The bottom line is clear: Our vital interests in Afghanistan are limited and military victory is not the key to achieving them. On the contrary, waging a lengthy counterinsurgency war in Afghanistan may well do more to aid Taliban recruiting than to dismantle the group, help spread conflict further into Pakistan, unify radical groups that might otherwise be quarreling amongst themselves, threaten the long-term health of the U.S. economy, and prevent the U.S. government from turning its full attention to other pressing problems. -- Afghanistan Study Group

Thursday, December 10, 2015

Update for Thursday, December 10, 2015

Omar Al Saleh, in al Jazeera, discusses the row over the Turkish troop presence in Iraq .in the context of Iraq's overall sovereignty. He notes that the complaint by Abadi is somewhat disingenuous given the presence of Iranian and U.S. troops, which do not answer to Iraqi command, and Turkeys long campaign within Iraq against the PKK. The weakness of the Iraqi state is the real story here.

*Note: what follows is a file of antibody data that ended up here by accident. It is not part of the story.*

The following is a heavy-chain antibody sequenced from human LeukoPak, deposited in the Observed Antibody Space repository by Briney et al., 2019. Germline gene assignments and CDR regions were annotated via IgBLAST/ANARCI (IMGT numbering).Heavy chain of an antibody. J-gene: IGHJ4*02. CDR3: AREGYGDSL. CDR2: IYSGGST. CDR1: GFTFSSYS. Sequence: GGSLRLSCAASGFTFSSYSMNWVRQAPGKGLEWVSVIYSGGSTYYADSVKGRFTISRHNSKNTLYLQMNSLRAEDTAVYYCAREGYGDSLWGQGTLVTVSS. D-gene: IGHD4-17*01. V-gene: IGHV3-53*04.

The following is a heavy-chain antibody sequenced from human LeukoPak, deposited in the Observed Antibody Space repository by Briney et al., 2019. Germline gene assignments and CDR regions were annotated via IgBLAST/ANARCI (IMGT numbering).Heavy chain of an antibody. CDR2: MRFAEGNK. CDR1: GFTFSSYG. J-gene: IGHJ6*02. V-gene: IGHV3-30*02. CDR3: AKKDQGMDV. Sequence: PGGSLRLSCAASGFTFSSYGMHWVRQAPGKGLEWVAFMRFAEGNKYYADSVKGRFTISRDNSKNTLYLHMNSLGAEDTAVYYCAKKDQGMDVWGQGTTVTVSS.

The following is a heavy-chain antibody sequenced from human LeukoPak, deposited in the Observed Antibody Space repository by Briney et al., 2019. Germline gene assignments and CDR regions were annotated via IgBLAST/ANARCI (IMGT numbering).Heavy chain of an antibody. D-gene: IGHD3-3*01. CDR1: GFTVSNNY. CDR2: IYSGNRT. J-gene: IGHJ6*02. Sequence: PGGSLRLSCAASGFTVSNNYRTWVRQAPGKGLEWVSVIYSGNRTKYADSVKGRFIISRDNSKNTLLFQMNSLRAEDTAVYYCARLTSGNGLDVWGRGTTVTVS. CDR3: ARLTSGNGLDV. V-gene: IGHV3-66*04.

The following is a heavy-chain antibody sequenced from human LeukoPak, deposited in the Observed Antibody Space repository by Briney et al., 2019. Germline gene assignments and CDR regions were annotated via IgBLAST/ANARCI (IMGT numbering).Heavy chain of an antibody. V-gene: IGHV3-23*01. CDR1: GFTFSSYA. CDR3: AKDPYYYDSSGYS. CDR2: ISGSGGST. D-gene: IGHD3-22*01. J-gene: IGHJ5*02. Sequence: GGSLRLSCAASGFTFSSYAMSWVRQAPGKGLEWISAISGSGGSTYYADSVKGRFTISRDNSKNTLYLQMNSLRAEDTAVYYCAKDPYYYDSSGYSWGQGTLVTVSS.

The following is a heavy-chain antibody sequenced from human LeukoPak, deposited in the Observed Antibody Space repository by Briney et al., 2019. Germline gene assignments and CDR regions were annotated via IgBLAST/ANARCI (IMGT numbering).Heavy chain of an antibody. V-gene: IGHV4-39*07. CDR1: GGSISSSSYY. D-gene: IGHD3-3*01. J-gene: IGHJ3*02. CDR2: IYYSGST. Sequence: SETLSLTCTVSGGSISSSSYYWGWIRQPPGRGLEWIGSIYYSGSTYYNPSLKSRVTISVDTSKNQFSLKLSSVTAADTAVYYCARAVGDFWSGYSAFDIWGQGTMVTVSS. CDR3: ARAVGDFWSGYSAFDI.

More clarity about the campaign in Ramadi as Iraqi force display a huge haul of weapons captured from IS in the city. There now appear to be only about 300 IS fighters trapped in one part of the city and cut off from reinforcement or resupply. An  additional, and important piece of information, is that some 8,500 Sunni Arab fighters from Anbar participated in the campaign.

[Muhannad Haimour, the spokesman for the Anbar governor's office] said the decision to arm Sunni tribal fighters from Ramadi against ISIS - which claims to be a Sunni group - was a key factor that changed the sluggish pace of the battle. He said: 'They didn't feel like they had enough support from the coalition and the central government, but all of that changed a few months ago.' There are now 8,500 members from Anbar organised, trained, armed and receiving salaries.

KRG president Barzani returns from Turkey and urges Turkey to continue negotiations with its own Kurdish parties to reach an accord.